The underground, volunteer-run radio station Utah Free Media announced to the world it was in trouble recently when the small station’s Twitter account was hacked by a surly volunteer who announced: “UTAHFM IS CLOSING ITS DOORS FOR GOOD. You can thank Daniel Swenson for that. Selfish Bastard. Cared only for his show!”
The upstart station had its humble beginnings in the spring of 2008, when a number of disc jockeys left KRCL, Salt Lake City’s first community radio station, after programming changes shifted the station away from unpaid DJs to several paid, regular day-time personalities. With that exodus, a number of DJs formed their own community radio station, with plans to do the live community broadcasting they felt KRCL had abandoned. While the station estimates it averages only several hundred listeners, volunteers have been determined to become a true community radio station.
Now it seems that by mid-October, the station will no longer have a studio to call home as the space they had been occupying rent-freesoon will be rented out to new tenants and the nonprofit station doesn’t have the funds to relocate. This forced departure comes after more than a year of setbacks that have caused concern and confusion among the scrappy station’s staff of radio lovers and caused at least one person associated with Utah FM to not only hijack the station’s Twitter account but also delete the station’s e-mails and Facebook page.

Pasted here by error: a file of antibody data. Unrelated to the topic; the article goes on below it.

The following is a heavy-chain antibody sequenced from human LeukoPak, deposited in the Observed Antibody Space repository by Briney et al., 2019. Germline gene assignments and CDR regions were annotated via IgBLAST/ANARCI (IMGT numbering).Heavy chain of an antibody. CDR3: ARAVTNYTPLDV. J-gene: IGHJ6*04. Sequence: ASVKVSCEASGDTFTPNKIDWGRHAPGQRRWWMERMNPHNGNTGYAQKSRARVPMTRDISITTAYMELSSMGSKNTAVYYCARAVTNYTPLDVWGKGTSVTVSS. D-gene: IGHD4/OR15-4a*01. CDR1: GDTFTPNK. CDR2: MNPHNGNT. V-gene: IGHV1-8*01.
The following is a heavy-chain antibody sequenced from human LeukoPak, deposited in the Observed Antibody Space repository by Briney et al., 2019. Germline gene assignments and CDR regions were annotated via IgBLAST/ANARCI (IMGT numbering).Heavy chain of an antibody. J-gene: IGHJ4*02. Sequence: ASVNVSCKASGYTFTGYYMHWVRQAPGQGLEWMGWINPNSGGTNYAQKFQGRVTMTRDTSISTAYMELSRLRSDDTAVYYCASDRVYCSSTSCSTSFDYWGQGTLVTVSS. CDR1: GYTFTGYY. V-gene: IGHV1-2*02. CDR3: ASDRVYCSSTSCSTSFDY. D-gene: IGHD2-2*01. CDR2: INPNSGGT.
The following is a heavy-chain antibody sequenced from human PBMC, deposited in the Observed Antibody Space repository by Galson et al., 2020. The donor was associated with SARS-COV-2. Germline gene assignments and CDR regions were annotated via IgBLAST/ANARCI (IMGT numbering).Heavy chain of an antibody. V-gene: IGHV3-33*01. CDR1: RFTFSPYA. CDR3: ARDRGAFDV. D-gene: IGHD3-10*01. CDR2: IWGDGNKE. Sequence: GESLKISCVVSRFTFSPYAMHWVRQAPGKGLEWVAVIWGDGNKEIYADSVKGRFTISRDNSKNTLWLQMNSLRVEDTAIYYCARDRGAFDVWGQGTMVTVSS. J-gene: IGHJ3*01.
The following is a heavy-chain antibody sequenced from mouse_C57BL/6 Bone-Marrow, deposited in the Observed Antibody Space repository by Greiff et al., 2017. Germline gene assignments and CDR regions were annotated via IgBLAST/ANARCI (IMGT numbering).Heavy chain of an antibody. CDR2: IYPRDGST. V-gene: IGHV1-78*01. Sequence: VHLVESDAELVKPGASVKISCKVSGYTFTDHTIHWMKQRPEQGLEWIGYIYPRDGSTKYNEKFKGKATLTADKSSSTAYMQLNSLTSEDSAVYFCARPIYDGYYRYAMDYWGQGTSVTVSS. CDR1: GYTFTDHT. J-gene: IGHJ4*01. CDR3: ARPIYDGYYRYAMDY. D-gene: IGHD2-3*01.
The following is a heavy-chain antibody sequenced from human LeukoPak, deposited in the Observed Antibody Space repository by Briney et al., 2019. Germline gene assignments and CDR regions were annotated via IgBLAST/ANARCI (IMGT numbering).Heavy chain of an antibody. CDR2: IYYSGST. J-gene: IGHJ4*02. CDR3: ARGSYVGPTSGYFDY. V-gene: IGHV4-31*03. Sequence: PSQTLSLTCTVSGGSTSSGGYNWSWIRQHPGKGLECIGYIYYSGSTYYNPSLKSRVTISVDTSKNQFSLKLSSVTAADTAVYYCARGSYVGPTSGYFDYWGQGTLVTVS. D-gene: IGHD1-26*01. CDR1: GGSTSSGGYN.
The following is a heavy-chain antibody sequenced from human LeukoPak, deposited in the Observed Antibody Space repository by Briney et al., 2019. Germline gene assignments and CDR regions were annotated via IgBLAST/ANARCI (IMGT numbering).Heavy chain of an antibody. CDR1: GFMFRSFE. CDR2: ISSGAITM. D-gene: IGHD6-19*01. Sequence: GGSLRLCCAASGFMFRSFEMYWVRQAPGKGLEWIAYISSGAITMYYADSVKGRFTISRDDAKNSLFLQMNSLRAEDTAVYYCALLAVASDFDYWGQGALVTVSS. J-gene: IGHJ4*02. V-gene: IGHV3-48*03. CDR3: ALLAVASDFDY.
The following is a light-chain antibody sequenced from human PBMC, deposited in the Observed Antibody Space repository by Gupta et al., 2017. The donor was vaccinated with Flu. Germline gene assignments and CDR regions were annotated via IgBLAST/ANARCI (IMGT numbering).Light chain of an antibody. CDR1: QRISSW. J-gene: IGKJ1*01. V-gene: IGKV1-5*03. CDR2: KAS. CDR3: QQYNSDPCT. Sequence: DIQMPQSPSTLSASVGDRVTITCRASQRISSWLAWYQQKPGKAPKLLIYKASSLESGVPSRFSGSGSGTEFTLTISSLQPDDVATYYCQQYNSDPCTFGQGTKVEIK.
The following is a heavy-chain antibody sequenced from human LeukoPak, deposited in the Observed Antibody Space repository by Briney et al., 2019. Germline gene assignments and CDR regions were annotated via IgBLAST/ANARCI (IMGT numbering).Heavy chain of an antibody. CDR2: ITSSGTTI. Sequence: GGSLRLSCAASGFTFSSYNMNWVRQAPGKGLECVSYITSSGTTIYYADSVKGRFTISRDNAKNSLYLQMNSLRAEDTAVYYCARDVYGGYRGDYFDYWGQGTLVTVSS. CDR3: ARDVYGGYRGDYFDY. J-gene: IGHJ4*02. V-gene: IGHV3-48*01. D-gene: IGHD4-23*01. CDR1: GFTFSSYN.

“The biggest issue we’ve had from day one is that this is a volunteer-based community radio station,” says station manager Daniel Swenson. “Every one has day jobs, and after the first year it’s been hard getting people to volunteer for events.” Swenson says that once Utah FM was up and running after the first year, some of the founders had left and moved on to other projects. Swenson stepped in to take over for the station but says that a culture shift seemed to occur. After the first year is “when the station as a whole quit marketing itself,” Swenson says. “Everyone was just marketing their own show.”
With 42 programs a week, Swenson says it became increasingly difficult to communicate with the large volunteer staff to get involved in promoting the station—setting up Utah FM for a series of flops and failures.
But for former DJ and program director “Mental” Mike Olsen, that communication problem—and most of the station’s other problems—are tied directly to Swenson.
Olsen describes working under Swenson’s management as “disheartening,” saying Swenson seemed more interested in his show Dungeon Crawlers than the station itself. “I just kind of resigned myself to being a cheerleader for the station and trying to help with the day-to-day stuff,” Olsen says.
Olsen says one DJ was let go by Swenson for having X96 Radio From Hell personality Kerry Jackson promote his Geek Show podcast on the DJ’s show. “[Swenson] talked to me about it and said, ‘How dare he promote my number-one competition?” Olsen says. Swenson agrees that DJ was let go for promoting the station’s competition, but says, however, that it was Olsen that let him go since he was in charge of hiring and firing.